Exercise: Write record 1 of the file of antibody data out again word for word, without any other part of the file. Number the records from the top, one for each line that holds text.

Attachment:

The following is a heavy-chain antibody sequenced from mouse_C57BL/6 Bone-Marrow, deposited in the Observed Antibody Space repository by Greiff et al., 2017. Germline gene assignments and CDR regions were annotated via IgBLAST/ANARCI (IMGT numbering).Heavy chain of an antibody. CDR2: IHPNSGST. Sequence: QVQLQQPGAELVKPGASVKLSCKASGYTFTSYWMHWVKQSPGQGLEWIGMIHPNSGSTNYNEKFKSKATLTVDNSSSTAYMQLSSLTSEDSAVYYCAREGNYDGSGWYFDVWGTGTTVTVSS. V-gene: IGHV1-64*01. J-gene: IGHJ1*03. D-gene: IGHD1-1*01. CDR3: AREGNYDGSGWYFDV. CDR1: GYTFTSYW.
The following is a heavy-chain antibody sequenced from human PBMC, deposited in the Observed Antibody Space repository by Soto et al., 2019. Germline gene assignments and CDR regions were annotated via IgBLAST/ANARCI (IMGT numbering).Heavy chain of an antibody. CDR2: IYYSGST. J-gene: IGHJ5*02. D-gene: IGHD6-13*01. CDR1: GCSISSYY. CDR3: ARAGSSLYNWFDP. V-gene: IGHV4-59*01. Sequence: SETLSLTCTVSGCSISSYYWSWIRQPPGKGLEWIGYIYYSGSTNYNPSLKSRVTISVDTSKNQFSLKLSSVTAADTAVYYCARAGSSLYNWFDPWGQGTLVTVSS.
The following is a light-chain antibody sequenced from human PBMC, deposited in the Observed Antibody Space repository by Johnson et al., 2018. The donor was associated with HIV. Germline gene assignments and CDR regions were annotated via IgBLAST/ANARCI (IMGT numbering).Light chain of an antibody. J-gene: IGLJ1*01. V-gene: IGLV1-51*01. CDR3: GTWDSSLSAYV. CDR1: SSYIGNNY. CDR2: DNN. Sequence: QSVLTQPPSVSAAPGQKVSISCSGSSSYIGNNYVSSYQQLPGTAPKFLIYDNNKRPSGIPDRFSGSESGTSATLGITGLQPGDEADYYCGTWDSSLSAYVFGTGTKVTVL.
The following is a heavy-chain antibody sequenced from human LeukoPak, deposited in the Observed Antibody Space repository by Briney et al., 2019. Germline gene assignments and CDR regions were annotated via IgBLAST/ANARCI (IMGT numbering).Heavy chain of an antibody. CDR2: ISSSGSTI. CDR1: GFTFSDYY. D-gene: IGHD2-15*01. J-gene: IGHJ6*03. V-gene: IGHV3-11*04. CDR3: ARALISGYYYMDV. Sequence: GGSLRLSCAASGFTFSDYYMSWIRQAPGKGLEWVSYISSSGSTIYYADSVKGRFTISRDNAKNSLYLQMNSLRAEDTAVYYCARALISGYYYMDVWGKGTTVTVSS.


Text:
The following is a heavy-chain antibody sequenced from mouse_C57BL/6 Bone-Marrow, deposited in the Observed Antibody Space repository by Greiff et al., 2017. Germline gene assignments and CDR regions were annotated via IgBLAST/ANARCI (IMGT numbering).Heavy chain of an antibody. CDR2: IHPNSGST. Sequence: QVQLQQPGAELVKPGASVKLSCKASGYTFTSYWMHWVKQSPGQGLEWIGMIHPNSGSTNYNEKFKSKATLTVDNSSSTAYMQLSSLTSEDSAVYYCAREGNYDGSGWYFDVWGTGTTVTVSS. V-gene: IGHV1-64*01. J-gene: IGHJ1*03. D-gene: IGHD1-1*01. CDR3: AREGNYDGSGWYFDV. CDR1: GYTFTSYW.